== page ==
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I understand that cleaning it off is not going to fix it. But if you leave the crud and corrosion is it not eventually going to rot through the circuit eventually anyway?  There was so much of a deposit that to check the circuit was still intact I had to remove the deposits somehow. The bicarb softened the stuff and I was able to gently dislodge it with a tiny piece of pegwood until I could actually see the metal of the circuit. Turns out that it wasn't cut through anywhere. The contact points themselves were not affected by the corrosion.  I just wanted to know if there was a less harsh method to remove the remaining stains. Sounds like I should be satisfied with it the way it is.

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I guess it depends a lot on the context, usually when you discover battery leakege it's been like that for a number of weeks, right? I would assume the chemical reactions that take place already have. And every chemical has a finite amount of reactions, You put lithium in water and it will catch on fire and burn out, it won't keep going forever, that's basically true of everything. 

I guess you could make the exemption that the corrosion could make an electric short, joining two parts that shouldn't.

going back to those abrasive pen brushes, if you really want to clean a circuit thoroughly, chances are you can do so with the fiberglass pen without damaging the components, though I don't think i'd ever try that (or anything) on the coil.

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Wish I'd taken a photo to give a better idea of what I was looking at. It looked as if the watch had been left in this state for months on end if not longer, I bought it as a non runner.

I have a couple of fibre glass pens, but I like the set you pointed out. So more will never come in wrong:)

Thanks for the help everyone.

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If the leaky battery was alkaline, you need to use spirit vinegar to clean up the green stuff  - be judicial and use a stiffish brush (old tooth brush is good) - do not scrape as said above. Finally, rinse with water and then flush thoroughly in IPA (the alcohol not the beer :) ). With the green stuff away, you will be able to examine the PCB tracks - it is possible one or more will have been eaten through - can be repaired with care - use modeler's masking tape to protect the rest of the PCB then solder in place a wire filament (extracted from any old bit of 10 amp multi-strand flex) - will need a pencil iron @ 12w and 0.5 cored solder (I use a gas iron - find the freedom of the absence of a flex a great help)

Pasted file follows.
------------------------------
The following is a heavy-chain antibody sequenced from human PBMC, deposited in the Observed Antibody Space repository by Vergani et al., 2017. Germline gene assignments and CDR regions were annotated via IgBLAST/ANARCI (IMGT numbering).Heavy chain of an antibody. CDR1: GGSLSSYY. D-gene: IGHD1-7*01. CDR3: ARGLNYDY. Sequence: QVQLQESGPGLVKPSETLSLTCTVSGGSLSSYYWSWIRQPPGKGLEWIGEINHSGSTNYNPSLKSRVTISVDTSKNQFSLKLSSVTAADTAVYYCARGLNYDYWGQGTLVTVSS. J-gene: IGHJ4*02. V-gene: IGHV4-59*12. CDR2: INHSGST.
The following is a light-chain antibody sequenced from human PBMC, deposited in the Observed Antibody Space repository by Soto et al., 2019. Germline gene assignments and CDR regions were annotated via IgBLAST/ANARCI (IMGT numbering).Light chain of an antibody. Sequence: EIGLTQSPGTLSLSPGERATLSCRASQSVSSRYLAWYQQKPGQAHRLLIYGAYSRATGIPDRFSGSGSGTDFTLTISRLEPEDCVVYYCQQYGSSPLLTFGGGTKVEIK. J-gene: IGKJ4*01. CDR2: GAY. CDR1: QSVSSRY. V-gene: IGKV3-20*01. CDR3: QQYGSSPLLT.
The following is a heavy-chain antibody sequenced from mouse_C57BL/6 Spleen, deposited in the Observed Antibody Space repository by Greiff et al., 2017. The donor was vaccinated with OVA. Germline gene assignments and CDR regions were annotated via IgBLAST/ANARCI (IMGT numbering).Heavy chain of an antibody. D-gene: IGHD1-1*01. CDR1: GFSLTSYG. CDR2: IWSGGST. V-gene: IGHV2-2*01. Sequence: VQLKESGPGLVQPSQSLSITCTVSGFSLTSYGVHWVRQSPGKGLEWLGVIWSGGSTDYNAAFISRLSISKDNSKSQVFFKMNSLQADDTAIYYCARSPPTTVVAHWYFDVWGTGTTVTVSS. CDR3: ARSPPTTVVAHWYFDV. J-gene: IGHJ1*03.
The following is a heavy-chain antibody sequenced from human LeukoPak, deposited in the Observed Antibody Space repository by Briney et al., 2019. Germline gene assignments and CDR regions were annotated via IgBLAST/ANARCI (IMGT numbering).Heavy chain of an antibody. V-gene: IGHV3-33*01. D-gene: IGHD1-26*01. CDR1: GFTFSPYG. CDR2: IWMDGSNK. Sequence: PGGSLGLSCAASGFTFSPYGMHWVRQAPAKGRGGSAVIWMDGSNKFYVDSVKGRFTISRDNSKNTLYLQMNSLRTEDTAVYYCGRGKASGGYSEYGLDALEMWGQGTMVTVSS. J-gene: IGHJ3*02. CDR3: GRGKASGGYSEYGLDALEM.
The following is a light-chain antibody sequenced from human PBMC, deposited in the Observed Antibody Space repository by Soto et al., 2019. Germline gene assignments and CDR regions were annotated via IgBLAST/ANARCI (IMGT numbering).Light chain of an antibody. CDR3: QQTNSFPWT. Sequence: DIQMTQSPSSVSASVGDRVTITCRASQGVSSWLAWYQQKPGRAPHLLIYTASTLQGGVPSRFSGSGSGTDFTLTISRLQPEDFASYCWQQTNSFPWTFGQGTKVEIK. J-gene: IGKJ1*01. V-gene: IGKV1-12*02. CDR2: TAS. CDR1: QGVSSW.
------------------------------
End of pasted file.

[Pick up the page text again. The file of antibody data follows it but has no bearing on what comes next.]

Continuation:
Edited by presto0906
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1 hour ago, presto0906 said:

If the leaky battery was alkaline, you need to use spirit vinegar to clean up the green stuff  - be judicial and use a stiffish brush (old tooth brush is good) - do not scrape as said above. Finally, rinse with water and then flush thoroughly in IPA (the alcohol not the beer :) ). With the green stuff away, you will be able to examine the PCB tracks - it is possible one or more will have been eaten through - can be repaired with care - use modeler's masking tape to protect the rest of the PCB then solder in place a wire filament (extracted from any old bit of 10 amp multi-strand flex) - will need a pencil iron @ 12w and 0.5 cored solder (I use a gas iron - find the freedom of the absence of a flex a great help)

No need to do anything of that because in this cause the coil is known to be faulty:

Quote

The only tester I have is one of those quartz 4 in 1 testers, it has the facility for testing continuity and it  shows there to be no continuity.

 

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Thanks for that info presto0906.

Luckily the circuit is still intact. I will certainly give your suggestion a try if I am not so lucky the next time.

When you say spirit vinegar would that be white vinegar as opposed to the stuff you put on fish and chips? I have a good supply of IPA, the beer not the alcohol, and was much relieved to read that I did not have to waste any on cleaning watch parts:)

 

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Yes just white vinegar - don't often come across acid electrolyte batteries these days but for leakage from them, you would apply moist soda-carb powder (sodium carbonate) - and brush off after

Edited by presto0906